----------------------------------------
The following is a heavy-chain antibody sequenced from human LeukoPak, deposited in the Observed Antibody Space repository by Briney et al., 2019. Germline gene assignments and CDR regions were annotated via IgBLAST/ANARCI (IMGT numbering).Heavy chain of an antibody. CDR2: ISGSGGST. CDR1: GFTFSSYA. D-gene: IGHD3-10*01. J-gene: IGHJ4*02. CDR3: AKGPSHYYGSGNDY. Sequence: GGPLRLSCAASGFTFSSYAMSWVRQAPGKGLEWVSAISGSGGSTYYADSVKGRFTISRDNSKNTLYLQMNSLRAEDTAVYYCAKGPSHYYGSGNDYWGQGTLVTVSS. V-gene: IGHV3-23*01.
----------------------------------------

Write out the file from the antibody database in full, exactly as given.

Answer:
The following is a heavy-chain antibody sequenced from human LeukoPak, deposited in the Observed Antibody Space repository by Briney et al., 2019. Germline gene assignments and CDR regions were annotated via IgBLAST/ANARCI (IMGT numbering).Heavy chain of an antibody. CDR2: ISGSGGST. CDR1: GFTFSSYA. D-gene: IGHD3-10*01. J-gene: IGHJ4*02. CDR3: AKGPSHYYGSGNDY. Sequence: GGPLRLSCAASGFTFSSYAMSWVRQAPGKGLEWVSAISGSGGSTYYADSVKGRFTISRDNSKNTLYLQMNSLRAEDTAVYYCAKGPSHYYGSGNDYWGQGTLVTVSS. V-gene: IGHV3-23*01.